In a previous blog, we discussed how learning organizations at leading companies have recently used performance analytics to focus the efforts of learning and development organizations to help drive overall business value. Now, we would like to show you the steps and techniques needed to perform these analytics; turning the seemingly endless torrent of data into valuable and actionable information.
The Process Steps
The figure below shows the four steps involved in unleashing performance analytics.
Step 1: Data Collection
The first step is collecting data from various sources. It is important to include data from all relevant sources. Be sure and include all views of our current performance:
- Product or service
This is a wide range of data, and is often contained in a widely dispersed set of data bases. Be careful to consult the right experts and get careful definitions of all data fields.
Step 2: First Pass Analysis
Perform an initial analysis to look for interesting aspects in the data. The analysis consists of roughly two phases: descriptive analysis and inferential analysis. Descriptive analysis is used to summarize the data and determine if trends or changes are occurring, inferential analysis then tests if these trends are significant or builds models to predict the future.
The analysis is performed by combining elements from different data sets together. For example, we might look at combinations of metrics from product or service performance, workforce performance and learning events.
Often termed “data mining” we are looking for valuable nuggets of information in a mountain of meaningless noise. These nuggets might be interesting trends, unusual outliers, or unexpected correlations.
Step 3: Diagnostic
Once the first pass analysis has yielded a set of interesting observations, we need to further diagnose them to determine if they have valuable new insights.
We begin this step by refining our definition of the problem or situation we wish to solve or improve. Next, we identify root causes, validating insights with subject matter experts. Root cause analysis assumes that events are interrelated. Actions in one area triggers actions in another, and so on. By tracing these actions back, you can discover where the problem started and why.
Step 4: Learning Intervention
We are now ready to begin to define a learning intervention to help create the skills and expertise the analysis indicates we need. We are now ready to define the learning and performance objectives for the event. We can determine the best learning modalities. Would new technologies be effective?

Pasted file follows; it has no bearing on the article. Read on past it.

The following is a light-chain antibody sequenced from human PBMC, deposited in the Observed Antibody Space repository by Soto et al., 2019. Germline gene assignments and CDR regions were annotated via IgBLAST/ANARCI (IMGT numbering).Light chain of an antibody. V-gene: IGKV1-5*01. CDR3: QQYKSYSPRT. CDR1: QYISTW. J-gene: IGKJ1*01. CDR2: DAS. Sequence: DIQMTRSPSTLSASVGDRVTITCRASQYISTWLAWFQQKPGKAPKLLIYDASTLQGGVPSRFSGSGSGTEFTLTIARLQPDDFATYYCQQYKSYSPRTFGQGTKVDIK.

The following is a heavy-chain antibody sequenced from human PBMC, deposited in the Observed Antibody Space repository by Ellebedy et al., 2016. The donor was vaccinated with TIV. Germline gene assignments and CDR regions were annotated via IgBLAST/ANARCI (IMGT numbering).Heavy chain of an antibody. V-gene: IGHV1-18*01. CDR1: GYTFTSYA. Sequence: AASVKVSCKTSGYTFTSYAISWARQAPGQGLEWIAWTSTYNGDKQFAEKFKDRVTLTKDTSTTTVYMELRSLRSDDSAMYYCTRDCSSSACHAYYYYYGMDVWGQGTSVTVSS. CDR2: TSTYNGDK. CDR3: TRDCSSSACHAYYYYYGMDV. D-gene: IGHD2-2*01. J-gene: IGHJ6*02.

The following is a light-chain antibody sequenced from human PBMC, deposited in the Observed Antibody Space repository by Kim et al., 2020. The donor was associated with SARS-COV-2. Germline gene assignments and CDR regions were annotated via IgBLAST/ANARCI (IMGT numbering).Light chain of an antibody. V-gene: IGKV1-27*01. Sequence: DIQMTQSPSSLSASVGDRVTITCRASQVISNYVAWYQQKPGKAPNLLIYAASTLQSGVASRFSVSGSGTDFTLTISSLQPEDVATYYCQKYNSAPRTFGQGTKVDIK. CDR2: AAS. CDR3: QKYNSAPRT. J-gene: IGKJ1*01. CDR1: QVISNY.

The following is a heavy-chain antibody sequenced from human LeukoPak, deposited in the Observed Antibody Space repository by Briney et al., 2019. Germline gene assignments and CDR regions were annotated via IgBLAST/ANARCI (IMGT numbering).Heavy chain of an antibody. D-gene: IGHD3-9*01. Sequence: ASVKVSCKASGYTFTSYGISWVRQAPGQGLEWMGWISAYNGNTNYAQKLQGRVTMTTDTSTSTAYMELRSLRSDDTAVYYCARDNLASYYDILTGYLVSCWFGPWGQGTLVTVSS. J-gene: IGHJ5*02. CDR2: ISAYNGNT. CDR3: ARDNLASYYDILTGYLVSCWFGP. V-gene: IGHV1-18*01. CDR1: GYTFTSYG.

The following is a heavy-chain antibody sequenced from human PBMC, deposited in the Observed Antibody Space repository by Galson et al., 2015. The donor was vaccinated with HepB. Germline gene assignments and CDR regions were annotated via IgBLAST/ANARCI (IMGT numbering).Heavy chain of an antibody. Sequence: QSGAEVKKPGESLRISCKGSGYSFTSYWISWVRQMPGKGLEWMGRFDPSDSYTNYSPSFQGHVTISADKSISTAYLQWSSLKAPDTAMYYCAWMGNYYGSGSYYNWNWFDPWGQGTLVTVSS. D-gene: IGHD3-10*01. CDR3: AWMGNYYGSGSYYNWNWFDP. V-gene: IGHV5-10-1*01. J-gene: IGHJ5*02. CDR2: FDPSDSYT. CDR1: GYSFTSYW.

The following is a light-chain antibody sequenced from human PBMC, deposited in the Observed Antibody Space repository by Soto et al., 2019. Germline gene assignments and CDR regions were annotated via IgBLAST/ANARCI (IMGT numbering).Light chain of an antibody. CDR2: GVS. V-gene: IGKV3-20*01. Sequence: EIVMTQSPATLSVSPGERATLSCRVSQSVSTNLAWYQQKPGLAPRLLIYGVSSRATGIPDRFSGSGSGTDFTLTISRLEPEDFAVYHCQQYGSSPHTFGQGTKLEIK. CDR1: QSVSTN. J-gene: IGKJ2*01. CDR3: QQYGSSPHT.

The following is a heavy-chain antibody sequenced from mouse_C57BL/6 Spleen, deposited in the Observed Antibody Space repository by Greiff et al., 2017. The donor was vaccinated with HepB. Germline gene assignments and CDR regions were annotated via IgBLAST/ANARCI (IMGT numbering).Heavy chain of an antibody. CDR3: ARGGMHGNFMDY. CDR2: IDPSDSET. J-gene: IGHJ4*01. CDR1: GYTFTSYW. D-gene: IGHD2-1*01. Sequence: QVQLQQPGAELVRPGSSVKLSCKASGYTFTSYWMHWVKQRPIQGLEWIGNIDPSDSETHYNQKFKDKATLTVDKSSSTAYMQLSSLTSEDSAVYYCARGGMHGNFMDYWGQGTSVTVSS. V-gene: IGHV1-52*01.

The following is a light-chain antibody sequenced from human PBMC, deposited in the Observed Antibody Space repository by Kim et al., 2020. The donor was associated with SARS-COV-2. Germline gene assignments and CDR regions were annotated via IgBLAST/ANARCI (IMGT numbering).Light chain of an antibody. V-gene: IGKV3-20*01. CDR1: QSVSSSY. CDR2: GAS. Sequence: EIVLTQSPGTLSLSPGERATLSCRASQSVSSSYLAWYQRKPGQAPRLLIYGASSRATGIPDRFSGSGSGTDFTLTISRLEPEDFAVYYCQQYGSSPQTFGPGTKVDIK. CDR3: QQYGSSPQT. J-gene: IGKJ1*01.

Step 4.5: Follow up Evaluations
Before we are done, we should design the methods we will use to evaluate the event. What influence should we observe on key performance indices after this learning is performed? Be sure and consider the full range of KPIs:
- Customer satisfaction KPIs
- Business KPIs
- Cost efficiency KPIs
Let’s look at an example of a world class organization that used analytics to drive business results and see how they approached the task.
This company is a global technology leader. One division a service organization with approximately 4,000 technicians. They handle 800,000 repairs each year. The initial objective was to optimize learning, to improve first visit repair percentage and shorten repair time. They faced the additional challenge. During the coming year, they predicted on-boarding some 30% more new hires.
They performed the first pass analysis, creating a number of observations. One key observation is shown in the graph below. In this graph, performance data has been combined with HR data. It shows seniority vs average time to repair. Two remarkable insights were noted.
First, there are different segments in the workforce who need learning targeted to their unique needs. Second, there are some folks, even some inexperienced folks, who can accomplish the repairs in far less time. This was a revelation, it called for a whole new perspective on how they trained the workforce. They had to consider how to make a better learning investment decision.
So what did they do? They applied a range of new learning technologies, and redesigned the learning events, better targeting the events to the various groups of learners.
What were their results? The on-boarding training was redesigned, and the duration was reduced from 20 weeks to 6 weeks. Other training was optimized, reducing costs 17%. At the same time training completions were up 167%.